Katie Baergen of Tofield, Alberta, was born near Wembley, Alberta on March 4, 1927, the fourth daughter born to Katherina and Peter Wall, and the first of their children to be born in Canada following their immigration from Russia in December of 1926. Three more daughters and two sons joined the family in the next few years. Even though material resources were scarce, she spoke often of happy times in her childhood. Hard work was the order of the day as they cleared the land where the family settled to farm. Once the work was done for the day, evenings were often spent around the wood stove, singing together as a family to the accompaniment of a guitar. She attended school at LaGlace, Alberta until the age of 15 when she was needed at home. At the age of 17, she left home for two winters to attend Mennonite Bible Institute in Didsbury, Alberta. She was introduced to her future husband, Abe Baergen, by Abe’s sister who attended the Bible School at the same time, and a long-distance romance began, eventually resulting in their marriage on April 4, 1948. Although they always lived in the Tofield/Ryley area, they made at least a dozen moves in twenty years. Together, they raised their family of five on various rural properties, eventually purchasing a farm of their own north of Tofield in 1962.
She took full advantage of living on the farm. It was the ideal place for her to plant a huge garden. Her love of growing things did not diminish with time, and her garden was the envy of many. She also loved to paint houses, and she needed no encouragement to get the job done quickly, something which earned her the nickname “Speedy Katie”. She also loved to walk, and she had her four-mile route around town, often completing it before many people were awake. Anyone who knew her would attest to her ability to bake. She was one of the original stall holders at the Tofield Farmers Market, and her bake table was always brimming with cinnamon rolls, cherry buns, zwieback, bread, pirogies and homemade noodles. It was as much about visiting with people as it was about selling anything, although rarely did anything return home with her.
She was passionate about hospitality. From neighbourhood coffee parties to her annual dinner for the widow’s group from her church, to baking cinnamon rolls for the teachers at the elementary school down the street, it seemed that she was always preparing food for something. The aroma of fresh baking as one approached her back door was a clear indicator that she was at home, and doing what she loved most. She and a small group of friends, all of whom were older than 65, initiated the idea of planning and catering “Fifty-five Plus” monthly banquets at the church fellowship hall. It was a wonderful time of food, fellowship and fun for those who attended.
Katie was quite convinced that she was not a public speaker, but she could definitely carry on a one-on-one conversation with anyone. Age was not a barrier to cultivating a friendship with someone, and she had unique ways of nurturing those relationships. She spent many hours doing visitation at the hospital and nursing home, and on those visits often treated the staff to some of her fresh baking.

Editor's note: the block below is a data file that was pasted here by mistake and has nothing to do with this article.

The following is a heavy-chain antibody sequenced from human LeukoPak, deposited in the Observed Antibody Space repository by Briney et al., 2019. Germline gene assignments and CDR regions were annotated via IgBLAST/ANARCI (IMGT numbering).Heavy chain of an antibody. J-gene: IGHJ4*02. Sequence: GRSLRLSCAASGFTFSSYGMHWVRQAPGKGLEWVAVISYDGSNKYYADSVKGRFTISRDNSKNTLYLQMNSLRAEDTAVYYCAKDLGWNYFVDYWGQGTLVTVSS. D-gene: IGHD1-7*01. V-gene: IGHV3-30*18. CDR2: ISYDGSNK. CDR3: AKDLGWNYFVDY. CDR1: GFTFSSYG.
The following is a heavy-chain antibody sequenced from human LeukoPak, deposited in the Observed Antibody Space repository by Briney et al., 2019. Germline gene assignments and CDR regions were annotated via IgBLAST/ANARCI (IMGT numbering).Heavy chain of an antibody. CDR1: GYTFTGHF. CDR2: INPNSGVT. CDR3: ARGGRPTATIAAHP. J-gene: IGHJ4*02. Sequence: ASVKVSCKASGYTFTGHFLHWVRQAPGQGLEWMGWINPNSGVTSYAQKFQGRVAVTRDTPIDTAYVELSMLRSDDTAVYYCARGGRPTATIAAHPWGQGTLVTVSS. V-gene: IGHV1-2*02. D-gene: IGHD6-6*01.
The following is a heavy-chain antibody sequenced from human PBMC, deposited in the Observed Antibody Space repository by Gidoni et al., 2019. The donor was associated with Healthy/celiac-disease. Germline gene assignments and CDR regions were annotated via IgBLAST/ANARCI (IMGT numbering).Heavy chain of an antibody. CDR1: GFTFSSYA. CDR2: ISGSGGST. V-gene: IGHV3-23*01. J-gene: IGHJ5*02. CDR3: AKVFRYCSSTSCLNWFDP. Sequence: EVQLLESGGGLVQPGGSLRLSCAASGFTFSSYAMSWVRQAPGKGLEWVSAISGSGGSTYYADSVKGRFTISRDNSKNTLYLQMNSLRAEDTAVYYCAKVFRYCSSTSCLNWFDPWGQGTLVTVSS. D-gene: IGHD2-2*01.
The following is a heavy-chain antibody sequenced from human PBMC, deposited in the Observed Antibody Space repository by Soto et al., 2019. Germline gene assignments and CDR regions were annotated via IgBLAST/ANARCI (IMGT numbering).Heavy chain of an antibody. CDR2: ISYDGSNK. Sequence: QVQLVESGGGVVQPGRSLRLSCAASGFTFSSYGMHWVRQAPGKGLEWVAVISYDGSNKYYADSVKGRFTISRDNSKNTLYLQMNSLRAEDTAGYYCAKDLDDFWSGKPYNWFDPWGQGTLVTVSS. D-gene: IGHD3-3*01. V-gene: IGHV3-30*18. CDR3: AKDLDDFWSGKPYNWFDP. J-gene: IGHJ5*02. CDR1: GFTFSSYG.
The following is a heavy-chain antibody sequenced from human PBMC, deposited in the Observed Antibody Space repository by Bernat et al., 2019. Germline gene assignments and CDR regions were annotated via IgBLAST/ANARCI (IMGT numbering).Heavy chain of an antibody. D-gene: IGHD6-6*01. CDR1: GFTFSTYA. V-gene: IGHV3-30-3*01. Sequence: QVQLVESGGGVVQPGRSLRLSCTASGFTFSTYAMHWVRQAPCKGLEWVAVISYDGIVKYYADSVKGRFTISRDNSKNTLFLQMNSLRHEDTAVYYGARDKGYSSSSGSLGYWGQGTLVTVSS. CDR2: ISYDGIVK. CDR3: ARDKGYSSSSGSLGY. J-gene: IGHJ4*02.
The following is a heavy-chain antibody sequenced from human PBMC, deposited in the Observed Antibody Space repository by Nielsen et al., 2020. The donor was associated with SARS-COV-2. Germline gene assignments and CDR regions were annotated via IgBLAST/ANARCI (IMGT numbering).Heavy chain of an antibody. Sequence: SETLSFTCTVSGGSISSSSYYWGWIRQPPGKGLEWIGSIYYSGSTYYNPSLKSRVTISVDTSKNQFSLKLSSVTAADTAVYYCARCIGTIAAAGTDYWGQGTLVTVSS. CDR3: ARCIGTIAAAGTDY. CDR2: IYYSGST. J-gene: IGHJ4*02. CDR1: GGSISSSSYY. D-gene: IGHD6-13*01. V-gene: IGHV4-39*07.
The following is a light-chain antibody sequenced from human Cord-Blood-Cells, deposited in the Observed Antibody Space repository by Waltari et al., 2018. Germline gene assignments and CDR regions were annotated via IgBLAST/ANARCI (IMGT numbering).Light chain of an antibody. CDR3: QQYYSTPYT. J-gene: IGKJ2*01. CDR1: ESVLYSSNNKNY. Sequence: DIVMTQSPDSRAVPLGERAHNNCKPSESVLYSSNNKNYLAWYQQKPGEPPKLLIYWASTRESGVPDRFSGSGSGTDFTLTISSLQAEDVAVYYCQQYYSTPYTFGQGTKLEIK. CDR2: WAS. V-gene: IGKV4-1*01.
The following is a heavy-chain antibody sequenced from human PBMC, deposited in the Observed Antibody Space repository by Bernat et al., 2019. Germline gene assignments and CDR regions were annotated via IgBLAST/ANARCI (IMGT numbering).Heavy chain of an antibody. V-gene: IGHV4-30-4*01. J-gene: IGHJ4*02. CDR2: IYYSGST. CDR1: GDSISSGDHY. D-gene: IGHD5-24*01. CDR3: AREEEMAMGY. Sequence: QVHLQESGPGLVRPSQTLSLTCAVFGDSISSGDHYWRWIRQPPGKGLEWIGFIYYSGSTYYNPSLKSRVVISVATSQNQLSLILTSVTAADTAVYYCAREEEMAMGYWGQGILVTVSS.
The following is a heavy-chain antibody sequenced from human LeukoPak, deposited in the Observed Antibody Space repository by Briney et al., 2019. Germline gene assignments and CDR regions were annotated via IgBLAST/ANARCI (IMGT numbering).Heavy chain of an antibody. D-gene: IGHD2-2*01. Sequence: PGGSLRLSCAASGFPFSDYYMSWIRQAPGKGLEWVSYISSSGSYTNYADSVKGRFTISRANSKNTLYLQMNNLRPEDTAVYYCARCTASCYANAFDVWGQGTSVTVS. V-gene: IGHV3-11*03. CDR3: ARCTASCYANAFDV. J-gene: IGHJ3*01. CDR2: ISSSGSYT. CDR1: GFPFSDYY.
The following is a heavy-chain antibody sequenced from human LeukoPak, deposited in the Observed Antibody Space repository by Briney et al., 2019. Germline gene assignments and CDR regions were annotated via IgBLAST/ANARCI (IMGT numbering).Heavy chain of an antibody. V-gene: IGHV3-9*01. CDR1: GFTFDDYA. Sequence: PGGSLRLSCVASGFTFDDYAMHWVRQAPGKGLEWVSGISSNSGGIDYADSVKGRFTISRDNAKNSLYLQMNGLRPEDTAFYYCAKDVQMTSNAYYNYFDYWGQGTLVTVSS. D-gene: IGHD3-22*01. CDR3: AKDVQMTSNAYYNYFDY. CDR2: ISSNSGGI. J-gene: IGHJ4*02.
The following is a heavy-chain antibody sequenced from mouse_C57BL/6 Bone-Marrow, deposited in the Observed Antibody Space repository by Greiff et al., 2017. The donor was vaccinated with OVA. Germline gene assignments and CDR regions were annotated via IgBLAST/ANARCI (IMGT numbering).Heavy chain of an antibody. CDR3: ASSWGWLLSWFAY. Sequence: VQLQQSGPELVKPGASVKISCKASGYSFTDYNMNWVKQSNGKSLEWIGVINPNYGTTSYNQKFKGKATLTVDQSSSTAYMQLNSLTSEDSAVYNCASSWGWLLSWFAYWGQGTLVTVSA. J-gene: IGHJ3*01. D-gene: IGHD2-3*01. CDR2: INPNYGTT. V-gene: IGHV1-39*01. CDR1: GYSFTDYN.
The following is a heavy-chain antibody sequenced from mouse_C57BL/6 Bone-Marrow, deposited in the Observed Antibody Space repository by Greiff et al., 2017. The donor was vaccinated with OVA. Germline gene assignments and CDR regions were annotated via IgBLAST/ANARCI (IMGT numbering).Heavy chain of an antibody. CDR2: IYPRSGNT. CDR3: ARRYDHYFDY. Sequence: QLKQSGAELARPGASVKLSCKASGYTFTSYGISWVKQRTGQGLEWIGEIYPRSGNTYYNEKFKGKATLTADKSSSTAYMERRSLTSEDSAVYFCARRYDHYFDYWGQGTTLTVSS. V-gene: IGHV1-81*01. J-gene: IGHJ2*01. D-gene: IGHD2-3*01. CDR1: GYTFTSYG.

Her gift of hospitality was a wonderful asset to Abe’s commitment to pastoring the church. Her children became acquainted with many visiting pastors and missionaries as a result of having her host them in their home. In so many ways, she was the silent partner in Abe’s ministry.
Katie lived independently until April, 2014 when she moved to Tofield Lodge. It was an adjustment; however, it wasn’t long until she had made a new circle of friends. The care she received there was exceptional, and she was quick to express gratitude to those who looked after her. The same was true as she moved on to higher levels of care, and the staff in each facility remarked that she was always thankful for the care they provided.
Her faith in God motivated so much of what she did. She accepted Jesus as her personal Saviour in her early teens. It was her trust in God and His love for her that carried her through some difficult times. She loved the messages in the old familiar hymns, and she was able to sing along even when her mind was not functioning at its best. She prayed often for her family and her greatest desire until the end of her days was that all would join her in heaven some day. Katie passed away on Sunday, May 16 and she is now enjoying the beauty of her eternal home!
Katie is predeceased by her husband, Abe, her sisters, Anne, Frieda and Justine; her brothers, John and Peter; and an infant sister, Tina. She is survived by her sisters Louise and Erna (Jack). Katie is lovingly remembered and sadly missed by her children: Gordon (Wendy), Elaine (Joe Kauffman), Wayne, Carey, and Valerie (Curtis Mandtler), her grandchildren and great-grandchildren, numerous relatives and many friends.
“There are so many lives she touched in a positive way.
So many memories that bring a smile and show the wonderful person she was.
So many stories about how she made a difference or made someone’s day.
So many hearts that are feeling sadness…..
Because she was here……….because she was loved.”
“We love, because He (God) first loved us.” I John 4:19
Due to the pandemic restrictions a private family graveside will take place and a virtual funeral ceremony will be held.
Memorial donations may be made to the MCC (Mennonite Central Committee).